It’s hard to manage a big session or a busy mix. You have to keep a lot of different factors in mind to make it a success. Even just tracking a single vocal can result in a confusing mess of incomplete takes if you don’t pay close attention. Trying to stay creative while balancing these practical issues is a recipe for error. Here’s a hard truth for you: you’re going to make mistakes in music production, no matter how hard you try.
But that’s not meant to be discouraging. If you have the right approach you can judge which mistakes matter, when to overlook them and when to double down and fix them.
Here’s why you shouldn’t be afraid to make mistakes in music production and how you can avoid the worst of them.
No going back
Music happens in the moment. Whether you’re having a good day on your instrument or you just happened to stumble on a perfect analog synth patch, sound happens in real time.
It isn’t always possible to recapture the exact tone and feel if you realize later that something went wrong.
The same goes for mixes. If you lose your work because of a hard drive failure or a saving issue, you probably won’t be able to recreate the same mix exactly.
That’s one of the main reasons that mistakes can be so costly.
There’s probably no worse feeling than seeing a nearly perfect take ruined by a small technical error.
With all that on the line, getting it right at the source is always your best option.
But when that isn’t available, you’ll have to deal with the mistakes in the best way possible.
Play it again
In the heat of the moment, It may seem like you only have one chance to create every single perfect sound.
But all you really need to know is when to cut your losses and start over.
It’s almost comforting to know that even if something goes truly wrong you can just give it one more shot.
But many inexperienced producers burn time and energy trying to fix it anyway.
It’s natural. Once you’re invested in something you want to see it work out, no matter how much extra work it takes.
Too often, you could save plenty of time by just redoing it and avoiding the problem entirely.
In many cases, making a mistake means you’ll have to start from scratch.
It could be as a minor as tracking the bass line again, or as serious as starting the song over.
But that shouldn’t make you feel too discouraged. You might be surprised how often you’ll do a better job on the second pass.
The next best thing
Luckily, modern producers have plenty of solutions for the most common problems that come up during the process.
I’m talking about lifesavers like audio editing, vocal pitch correction, virtual instruments and MIDI.
Problems that would have brought entire productions to a standstill in the past are easy for modern producers to deal with.
But that doesn’t mean you can get lazy and leave everything to fix at the end.
You’ll still get the best results if you do your best to get what you need in the first place.
Even so, every producer should be familiar with the tools and techniques that can save the day and their life when it seems like all is lost.
Here are the top tools and techniques you should learn to help you fix mistakes
- Good audio editing—many tough mistakes are easier to resolve through basic audio editing than you might think. Develop your editing skills to increase your peace of mind.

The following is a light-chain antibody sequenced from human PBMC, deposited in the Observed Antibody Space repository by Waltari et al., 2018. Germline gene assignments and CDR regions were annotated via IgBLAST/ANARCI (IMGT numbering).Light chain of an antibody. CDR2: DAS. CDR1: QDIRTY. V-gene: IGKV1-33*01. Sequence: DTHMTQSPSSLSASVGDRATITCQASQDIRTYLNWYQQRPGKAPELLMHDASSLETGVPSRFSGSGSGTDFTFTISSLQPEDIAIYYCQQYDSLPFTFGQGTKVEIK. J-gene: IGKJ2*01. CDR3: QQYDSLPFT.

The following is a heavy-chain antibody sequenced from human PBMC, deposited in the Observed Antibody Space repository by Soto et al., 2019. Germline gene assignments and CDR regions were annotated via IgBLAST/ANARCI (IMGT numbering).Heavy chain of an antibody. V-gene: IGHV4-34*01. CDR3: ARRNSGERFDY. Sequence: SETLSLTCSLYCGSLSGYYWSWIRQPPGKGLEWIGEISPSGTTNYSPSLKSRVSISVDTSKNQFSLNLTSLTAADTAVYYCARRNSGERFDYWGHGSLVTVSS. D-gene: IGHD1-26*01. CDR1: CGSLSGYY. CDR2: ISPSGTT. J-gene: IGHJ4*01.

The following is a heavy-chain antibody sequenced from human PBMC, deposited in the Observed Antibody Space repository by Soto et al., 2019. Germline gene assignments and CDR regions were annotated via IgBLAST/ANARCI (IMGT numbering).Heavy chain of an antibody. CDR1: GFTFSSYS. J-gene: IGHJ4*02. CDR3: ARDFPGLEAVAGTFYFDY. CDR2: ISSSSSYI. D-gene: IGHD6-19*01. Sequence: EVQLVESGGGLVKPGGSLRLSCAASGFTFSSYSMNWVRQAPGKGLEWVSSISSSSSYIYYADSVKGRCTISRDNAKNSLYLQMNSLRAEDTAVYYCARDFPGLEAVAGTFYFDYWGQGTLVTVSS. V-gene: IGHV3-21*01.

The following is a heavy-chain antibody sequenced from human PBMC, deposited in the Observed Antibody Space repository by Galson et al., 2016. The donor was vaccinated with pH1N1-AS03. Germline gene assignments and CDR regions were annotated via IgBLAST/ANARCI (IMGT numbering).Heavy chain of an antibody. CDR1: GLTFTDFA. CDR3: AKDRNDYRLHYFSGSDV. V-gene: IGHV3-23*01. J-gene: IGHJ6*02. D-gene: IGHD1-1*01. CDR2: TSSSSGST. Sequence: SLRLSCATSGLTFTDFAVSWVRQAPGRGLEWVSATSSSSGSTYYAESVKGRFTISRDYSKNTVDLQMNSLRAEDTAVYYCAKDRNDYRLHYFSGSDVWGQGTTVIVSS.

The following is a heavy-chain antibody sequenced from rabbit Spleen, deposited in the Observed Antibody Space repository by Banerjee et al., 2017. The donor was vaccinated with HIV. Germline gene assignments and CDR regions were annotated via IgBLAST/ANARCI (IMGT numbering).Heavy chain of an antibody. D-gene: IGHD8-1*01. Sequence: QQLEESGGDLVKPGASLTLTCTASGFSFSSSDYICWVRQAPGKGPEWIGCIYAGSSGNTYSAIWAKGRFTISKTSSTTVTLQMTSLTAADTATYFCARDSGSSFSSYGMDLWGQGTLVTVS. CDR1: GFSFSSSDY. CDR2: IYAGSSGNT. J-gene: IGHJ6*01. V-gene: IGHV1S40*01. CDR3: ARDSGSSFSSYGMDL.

- Vocal pitch correction—recording vocals can be gruelling, especially when the singer is struggling. Instead of endless repetitive takes try light, musical pitch correction in only the toughest spots.
- Virtual instruments—instrument VSTs and samples have come an extremely long way. If you really mess something up o see if you can use get it right with a plugin instead of doing it again.
Recording and mixing technology improves every year. Some of this tech can come to your rescue, but there are still mistakes out there that nothing can fix.
Those are the ones to recognize and watch out for.
When to worry
When you’re trying to think on your feet, you’ll have to make some snap decisions.
The toughest one is about the way to effectively use your time.
All sessions have time constraints, even if they’re only from how long your collaborators can stay focused. That means keeping up momentum is important for results and workflow.
The easiest way to stall a fun and productive session is to get stuck on fixing a small mistake.
So how do you know what approach to take? Here’s my best advice for deciding:
- If you can fix something in less than 15 minutes—you should
- In case you can fix it just as well later on—you can wait
- If getting it wrong means the results will be much worse, you should fix it no matter what
- If there’s no possible solution available, don’t even try
Developing the instincts to answer these questions takes time, but it’s part of good intuition as a producer.
When to let it go
Getting something wrong might be agonizing when you realize it, but in many cases, simple mistakes won’t sink your mix.
In fact, learning to live with your mistakes is a sign of creative maturity.
So far we’ve talked about fixing mistakes, or trying to avoid them in the first place. But there’s actually a third option—put them in anyway.
It’s easy to get fixated on your perfect vision for a track. If you’re laser focused on making the details perfect, you miss out on the charm of what you didn’t intend to happen.
Watch out for mistakes that could turn into creative opportunities.
You can’t worry too much about mistakes if you want to have fun making music.
And that’s OK.
Between preparing, knowing what you can fix and knowing when to start over, small mistakes shouldn’t stop you from finishing your track.